Helmut Reisen points out that the global development finance system is dysfunctional:
A prerequisite for effective ownership and efficient aid delivery, at the core of the Paris Declaration on Aid Effectiveness, is to map the rising complexity of multilateral development finance, to help identify areas for consolidation, address fragmentation and poor co-ordination at country level, and help identify comparative advantages for institutional role assignments among multilateral agencies. Such mapping identifies overlaps – leading to reduction of multilateral remit or proposals for consolidation; rivalries – leading to clarification of roles; and absences of co-ordination – leading to the design and implementation of co-ordinating structure.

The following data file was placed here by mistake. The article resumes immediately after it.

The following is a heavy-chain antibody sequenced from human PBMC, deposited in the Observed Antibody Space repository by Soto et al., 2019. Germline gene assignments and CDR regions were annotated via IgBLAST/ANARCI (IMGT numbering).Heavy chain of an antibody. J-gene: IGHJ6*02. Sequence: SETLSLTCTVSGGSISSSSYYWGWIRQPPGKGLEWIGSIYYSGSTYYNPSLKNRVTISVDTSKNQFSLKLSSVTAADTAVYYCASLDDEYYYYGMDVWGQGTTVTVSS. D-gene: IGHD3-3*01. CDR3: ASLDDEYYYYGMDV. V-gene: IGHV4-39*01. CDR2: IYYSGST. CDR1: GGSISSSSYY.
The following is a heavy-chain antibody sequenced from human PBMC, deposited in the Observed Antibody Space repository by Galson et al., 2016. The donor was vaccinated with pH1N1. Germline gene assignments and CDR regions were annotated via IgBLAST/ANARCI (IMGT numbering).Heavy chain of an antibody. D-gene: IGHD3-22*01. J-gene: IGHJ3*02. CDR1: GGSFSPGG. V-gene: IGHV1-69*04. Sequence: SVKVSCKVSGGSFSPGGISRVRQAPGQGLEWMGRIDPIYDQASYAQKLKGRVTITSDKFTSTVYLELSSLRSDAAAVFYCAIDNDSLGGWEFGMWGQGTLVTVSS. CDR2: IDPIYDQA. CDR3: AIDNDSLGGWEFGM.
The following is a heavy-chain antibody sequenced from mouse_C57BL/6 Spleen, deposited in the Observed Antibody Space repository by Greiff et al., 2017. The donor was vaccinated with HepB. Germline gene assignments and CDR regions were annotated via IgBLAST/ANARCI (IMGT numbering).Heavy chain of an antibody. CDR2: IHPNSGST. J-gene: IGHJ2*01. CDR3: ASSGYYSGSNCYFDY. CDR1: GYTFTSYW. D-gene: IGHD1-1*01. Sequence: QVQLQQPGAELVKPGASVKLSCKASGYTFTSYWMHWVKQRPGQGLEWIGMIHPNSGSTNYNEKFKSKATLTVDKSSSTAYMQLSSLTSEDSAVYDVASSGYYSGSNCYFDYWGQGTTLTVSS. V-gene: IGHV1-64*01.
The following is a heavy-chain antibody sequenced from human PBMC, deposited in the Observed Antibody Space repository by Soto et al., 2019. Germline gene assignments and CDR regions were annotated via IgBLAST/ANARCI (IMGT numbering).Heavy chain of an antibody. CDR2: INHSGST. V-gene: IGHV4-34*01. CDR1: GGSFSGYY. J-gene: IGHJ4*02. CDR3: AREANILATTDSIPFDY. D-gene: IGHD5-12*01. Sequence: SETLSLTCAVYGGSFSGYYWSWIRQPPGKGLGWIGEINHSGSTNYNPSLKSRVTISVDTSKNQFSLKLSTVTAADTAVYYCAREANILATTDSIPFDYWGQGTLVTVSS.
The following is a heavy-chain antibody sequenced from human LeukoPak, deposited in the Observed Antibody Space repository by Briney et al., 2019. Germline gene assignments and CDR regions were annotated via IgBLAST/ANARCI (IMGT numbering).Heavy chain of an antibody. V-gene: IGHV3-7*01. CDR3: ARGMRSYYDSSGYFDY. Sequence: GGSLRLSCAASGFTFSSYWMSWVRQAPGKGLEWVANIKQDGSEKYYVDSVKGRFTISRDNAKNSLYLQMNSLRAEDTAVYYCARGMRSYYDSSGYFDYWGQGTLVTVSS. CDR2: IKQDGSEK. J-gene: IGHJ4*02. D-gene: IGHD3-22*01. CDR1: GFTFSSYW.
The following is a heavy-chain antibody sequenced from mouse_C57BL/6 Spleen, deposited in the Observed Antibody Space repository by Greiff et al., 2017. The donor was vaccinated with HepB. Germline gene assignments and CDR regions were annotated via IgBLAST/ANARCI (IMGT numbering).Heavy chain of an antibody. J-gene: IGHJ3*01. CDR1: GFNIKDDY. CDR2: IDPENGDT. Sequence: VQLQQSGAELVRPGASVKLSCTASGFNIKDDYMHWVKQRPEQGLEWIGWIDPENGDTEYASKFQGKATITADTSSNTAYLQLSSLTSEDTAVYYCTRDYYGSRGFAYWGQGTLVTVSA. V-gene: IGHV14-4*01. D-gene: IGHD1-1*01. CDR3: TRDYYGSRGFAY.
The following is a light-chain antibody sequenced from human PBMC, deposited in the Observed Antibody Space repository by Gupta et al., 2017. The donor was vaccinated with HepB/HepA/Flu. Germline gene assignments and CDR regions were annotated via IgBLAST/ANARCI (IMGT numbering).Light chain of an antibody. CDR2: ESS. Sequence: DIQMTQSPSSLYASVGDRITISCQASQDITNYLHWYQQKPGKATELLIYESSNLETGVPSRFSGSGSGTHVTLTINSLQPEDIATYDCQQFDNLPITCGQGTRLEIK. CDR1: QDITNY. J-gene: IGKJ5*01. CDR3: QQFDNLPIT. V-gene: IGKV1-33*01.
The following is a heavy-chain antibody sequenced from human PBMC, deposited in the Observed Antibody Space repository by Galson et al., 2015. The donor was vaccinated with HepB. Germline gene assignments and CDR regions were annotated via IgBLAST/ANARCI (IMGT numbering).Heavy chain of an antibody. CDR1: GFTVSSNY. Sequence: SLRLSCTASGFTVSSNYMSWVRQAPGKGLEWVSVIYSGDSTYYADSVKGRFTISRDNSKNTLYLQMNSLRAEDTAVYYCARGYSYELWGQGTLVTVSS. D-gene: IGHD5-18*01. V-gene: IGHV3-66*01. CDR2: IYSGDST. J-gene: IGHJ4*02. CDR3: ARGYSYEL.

I don’t think that mapping comparative advantage is the way forward. In the real world, firms do not try to analyze comparative advantage: they focus on maximising shareholder value and the ones that don’t succeed go bust or get taken over. Focusing on comparative advantage is the outcome of effective decisions, not the input. The problem in the aid industry is that there is no feedback mechanism to drive organisations towards their comparative advantage. The solution to this is to create stronger incentives – such as measuring results, greater transparency, funding outputs rather than inputs and increasing accountability – to force organisations closer to their comparative advantages. The “Gosplan” approach has been tried in development and it doesn’t work.